The Unshakeable Myth Makes for an Uninteresting Man
J. D. Salinger spent the final 45 years of his life an elusive recluse, refusing interviews and fiercely — litigiously — guarding his own privacy. The first biography of Salinger to hit stores since his death a year ago, Kenneth Slawenski’s uneven J.D. Salinger: A Life (Random House) never digs deep enough to pin down the mysterious author.
To his credit, Slawenski meticulously researches his subject, making ample use of the scant material available. Salinger’s correspondence has been largely lost, due to fiercely loyal friends and family who followed the author’s instructions to burn his letters. As a result, Slawenski was forced to color in the lines of his subject’s life through scattered — and largely unrepresentative — documentation, including Salinger’s school and military records; early exchanges with periodicals like Story and the New Yorker; and just a few hundred extant letters.
Following the young author as he bounced between private schools and colleges before joining the military, this biography eventually finds its footing when Salinger takes up writing — and Slawenski uses that literature to contextualize its author.
Interesting, if not revelatory, Slawenski is able to detail his subject’s life fairly well during the war years through 1965. Yet, the chapter detailing The Catcher in the Rye will likely prove unsatisfying to those who have read the novel deeply, especially compared to the insights yielded by Slawenski’s reading of lesser known early stories. Photographs, usually a staple of biographies, are also frustratingly sparse.
Oasis alert: The biography does unearth some genuine gems. Salinger’s mother, for example, who converts to Judaism and was often reported to be from Ireland, was actually from Iowa. Slawenski also manages to breathe life into Salinger’s first wife, Sylvia Welter, who was an elusive figure to previous biographers.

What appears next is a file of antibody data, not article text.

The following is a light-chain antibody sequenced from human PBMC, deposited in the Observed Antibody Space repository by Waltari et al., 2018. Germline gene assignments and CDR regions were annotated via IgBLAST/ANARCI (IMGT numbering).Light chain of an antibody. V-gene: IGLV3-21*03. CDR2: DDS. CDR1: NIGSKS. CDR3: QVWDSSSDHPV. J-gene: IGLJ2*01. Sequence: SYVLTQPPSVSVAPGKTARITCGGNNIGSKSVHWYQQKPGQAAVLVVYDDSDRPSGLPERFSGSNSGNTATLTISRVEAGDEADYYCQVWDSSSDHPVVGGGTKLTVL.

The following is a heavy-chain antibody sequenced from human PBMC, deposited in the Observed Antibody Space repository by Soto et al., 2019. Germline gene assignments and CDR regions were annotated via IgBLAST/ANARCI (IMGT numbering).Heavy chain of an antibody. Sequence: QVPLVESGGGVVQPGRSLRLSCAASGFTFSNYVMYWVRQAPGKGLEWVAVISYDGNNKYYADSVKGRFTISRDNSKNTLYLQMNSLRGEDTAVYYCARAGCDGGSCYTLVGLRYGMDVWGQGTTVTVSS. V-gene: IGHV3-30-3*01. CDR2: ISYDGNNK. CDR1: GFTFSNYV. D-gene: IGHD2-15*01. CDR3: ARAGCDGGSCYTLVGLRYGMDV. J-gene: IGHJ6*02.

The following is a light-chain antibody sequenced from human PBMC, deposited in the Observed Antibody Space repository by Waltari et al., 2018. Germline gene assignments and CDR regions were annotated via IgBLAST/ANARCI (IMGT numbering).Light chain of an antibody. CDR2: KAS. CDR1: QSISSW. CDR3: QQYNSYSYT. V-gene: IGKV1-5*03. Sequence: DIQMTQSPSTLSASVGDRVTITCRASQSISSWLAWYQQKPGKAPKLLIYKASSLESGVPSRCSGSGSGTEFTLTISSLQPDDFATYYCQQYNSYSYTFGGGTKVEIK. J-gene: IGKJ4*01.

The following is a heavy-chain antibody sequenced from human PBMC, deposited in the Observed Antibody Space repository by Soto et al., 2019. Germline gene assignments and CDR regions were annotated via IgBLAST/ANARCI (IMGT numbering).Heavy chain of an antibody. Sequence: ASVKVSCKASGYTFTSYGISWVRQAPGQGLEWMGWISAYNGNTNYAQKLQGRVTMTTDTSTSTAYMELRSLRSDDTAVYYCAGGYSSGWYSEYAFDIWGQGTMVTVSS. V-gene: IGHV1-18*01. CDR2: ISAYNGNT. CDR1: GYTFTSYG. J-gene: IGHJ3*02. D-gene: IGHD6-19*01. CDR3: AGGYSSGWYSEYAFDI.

In addition, Slawenski’s rendering of Salinger’s World War II military service tends to be vibrant and haunting; read alongside Salinger’s war stories, the resulting portrait of the author scarred by combat is compelling.
The war years, however, highlight the problems reporting on this period: Since Salinger refused to talk (or write) about his time in Europe, Slawenski’s most engaging section of the book, except for a handful of personal details, is drawn largely from common soldiers and military historians. (Salinger apparently snuck through Hürtgen one night to have a drink with Ernest Hemingway, an acquaintance and war correspondent.)
Ultimately, the search for salacious details of Salinger’s post-1965 hermitage yield next to nothing. Slawenski meticulously avoids anything he considers gossip — including well-known reports from the writer Joyce Maynard or even Salinger’s daughter.
Slawenski’s deference to fact results in treating Salinger with kid gloves — and is the book’s greatest weakness. His refusal to deal with sublimated issues like Salinger’s troubling attraction to teenage women is ignored. In the end, the biographer wrote a book catering to the Salinger devotee.
As one who enjoyed Holden Caulfield’s complexity and disdain for fakes, the guarded tone of Slawenski’s biography strikes me as, well, phony.